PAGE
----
The World Health Organization on Monday said that countries should continue using the coronavirus vaccines developed by British-Swedish company AstraZeneca even as several European nations suspended its use over fears of blood clots, reported AFP.
“We do not want people to panic and we would, for the time being, recommend that countries continue vaccinating with AstraZeneca,” WHO chief scientist Soumya Swaminathan said at a press briefing.
Her comments came after France, Germany and Italy joined the list of countries suspending the use of the AstraZeneca vaccine, which was developed in collaboration with Oxford University, according to Reuters.
At the press briefing, Swaminathan said no causal link has yet been established between clotting and the vaccine. “So far we do not find an association between these events and the vaccine because the rates at which these events have occurred in the vaccinated group are, in fact, less than what you would expect in the general population at the same time,” the chief scientist said.
Mariangela Simao, WHO’s assistant director general for access to medicines and health products, shared Swaminathan’s views. “So far it doesn’t look like there are more cases than would be expected for the period in the general population,” she said.
WHO Director General Tedros Adhanom Ghebreyesus said its vaccine safety experts were looking at the data and would meet on Tuesday. The European Medicines Agency will also hold a special meeting on Thursday.
He stressed that the decisions of countries to suspend vaccinations with the AstraZeneca jab were precautionary. “This does not necessarily mean that these events are linked to vaccination,” the WHO chief said. “It is routine practice to investigate them and it shows that the surveillance system works and that effective controls are in place.”
Experts at the WHO have also stressed that the suspension of the vaccine when cases are surging across Europe would come at a price. “The risk-benefit of... vaccinating using AstraZeneca vaccines and other vaccines outweigh the risk of Covid-19 infection,” Simao said.
Simao added that only batches made in Europe were being looked at, not vaccines that are provided through the Covax facility, which are made in India and South Korea.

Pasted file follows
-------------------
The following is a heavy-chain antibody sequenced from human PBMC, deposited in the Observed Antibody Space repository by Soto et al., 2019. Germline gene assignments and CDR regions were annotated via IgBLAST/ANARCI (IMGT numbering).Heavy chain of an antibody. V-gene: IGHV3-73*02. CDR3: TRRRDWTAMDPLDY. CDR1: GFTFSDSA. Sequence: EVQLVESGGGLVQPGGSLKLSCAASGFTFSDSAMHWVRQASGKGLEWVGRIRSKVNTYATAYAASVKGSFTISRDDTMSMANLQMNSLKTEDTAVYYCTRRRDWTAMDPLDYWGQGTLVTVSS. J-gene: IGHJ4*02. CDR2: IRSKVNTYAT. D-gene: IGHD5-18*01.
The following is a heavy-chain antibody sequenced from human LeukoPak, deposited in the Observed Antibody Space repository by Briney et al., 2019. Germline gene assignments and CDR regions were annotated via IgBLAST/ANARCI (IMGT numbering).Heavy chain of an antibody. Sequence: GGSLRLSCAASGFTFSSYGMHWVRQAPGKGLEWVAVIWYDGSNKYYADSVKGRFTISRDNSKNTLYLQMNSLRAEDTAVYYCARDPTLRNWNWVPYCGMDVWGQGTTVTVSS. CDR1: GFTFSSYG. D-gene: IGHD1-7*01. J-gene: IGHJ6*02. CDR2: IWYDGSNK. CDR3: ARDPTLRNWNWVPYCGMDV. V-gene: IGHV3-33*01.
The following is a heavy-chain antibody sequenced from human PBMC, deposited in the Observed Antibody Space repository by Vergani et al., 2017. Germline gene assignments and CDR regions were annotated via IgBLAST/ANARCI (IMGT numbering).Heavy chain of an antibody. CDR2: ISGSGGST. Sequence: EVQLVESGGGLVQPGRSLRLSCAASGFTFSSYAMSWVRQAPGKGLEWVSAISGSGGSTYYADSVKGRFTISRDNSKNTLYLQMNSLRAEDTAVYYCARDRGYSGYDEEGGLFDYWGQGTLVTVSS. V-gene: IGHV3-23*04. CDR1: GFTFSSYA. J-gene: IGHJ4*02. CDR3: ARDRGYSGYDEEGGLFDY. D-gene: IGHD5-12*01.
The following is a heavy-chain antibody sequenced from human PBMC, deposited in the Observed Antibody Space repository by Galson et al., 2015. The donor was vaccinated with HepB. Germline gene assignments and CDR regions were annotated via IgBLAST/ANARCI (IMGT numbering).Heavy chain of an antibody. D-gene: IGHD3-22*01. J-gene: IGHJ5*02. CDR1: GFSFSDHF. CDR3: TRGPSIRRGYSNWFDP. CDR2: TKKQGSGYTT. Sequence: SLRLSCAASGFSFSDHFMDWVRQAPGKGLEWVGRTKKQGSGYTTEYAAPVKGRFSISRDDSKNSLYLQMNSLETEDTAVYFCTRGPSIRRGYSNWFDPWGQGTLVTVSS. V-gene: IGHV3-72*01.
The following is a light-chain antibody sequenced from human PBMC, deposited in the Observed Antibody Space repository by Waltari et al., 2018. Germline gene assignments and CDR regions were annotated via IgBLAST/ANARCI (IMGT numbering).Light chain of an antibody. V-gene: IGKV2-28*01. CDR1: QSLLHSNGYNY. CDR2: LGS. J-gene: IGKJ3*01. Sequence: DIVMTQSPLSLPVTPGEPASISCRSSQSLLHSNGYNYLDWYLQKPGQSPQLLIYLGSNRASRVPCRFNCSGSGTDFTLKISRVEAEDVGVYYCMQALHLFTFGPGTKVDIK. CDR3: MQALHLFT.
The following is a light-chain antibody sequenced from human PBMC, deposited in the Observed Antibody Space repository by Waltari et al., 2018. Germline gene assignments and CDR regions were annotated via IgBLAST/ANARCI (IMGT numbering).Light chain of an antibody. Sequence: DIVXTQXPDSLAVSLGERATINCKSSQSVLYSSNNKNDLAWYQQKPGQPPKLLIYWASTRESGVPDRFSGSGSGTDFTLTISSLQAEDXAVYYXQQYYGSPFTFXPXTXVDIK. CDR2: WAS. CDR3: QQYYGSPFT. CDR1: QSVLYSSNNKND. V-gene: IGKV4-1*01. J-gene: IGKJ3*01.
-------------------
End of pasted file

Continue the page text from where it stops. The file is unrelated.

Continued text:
The global health body had earlier too said that there was no reason to stop using the AstraZeneca vaccine. On March 14, AstraZeneca had said that a safety review of people inoculated with its coronavirus vaccine has shown no evidence of increased risk of blood clots.
However, there have been concerns. Ireland and The Netherlands announced suspensions on March 14. Bulgaria is also not using the vaccine. On March 11, Denmark, Norway and Iceland had temporarily suspended the use of the vaccine. Other countries such as Austria, Estonia, Latvia, Lithuania and Luxemburg, however, had not completely suspended the use of the vaccine but stopped using just one batch.
After several countries started imposing the suspension, AstraZeneca defended its product. “The safety of the vaccine has been extensively studied in phase III clinical trials and peer-reviewed data confirms the vaccine has been generally well-tolerated,” a spokesperson for the company told AFP. Britain also spoke in favours or the jab, calling it “both safe and effective”.
In India, the AstraZeneca-Oxford vaccine is one of the two vaccines approved for emergency use. Covaxin, developed by Bharat Biotech in collaboration with the Indian Council of Medical Research and the National Institute of Virology, is the other vaccine.
India is also reviewing all “serious” side effects following coronavirus vaccination but said that the panels set up to look into the adverse events were not focusing on any particular vaccine.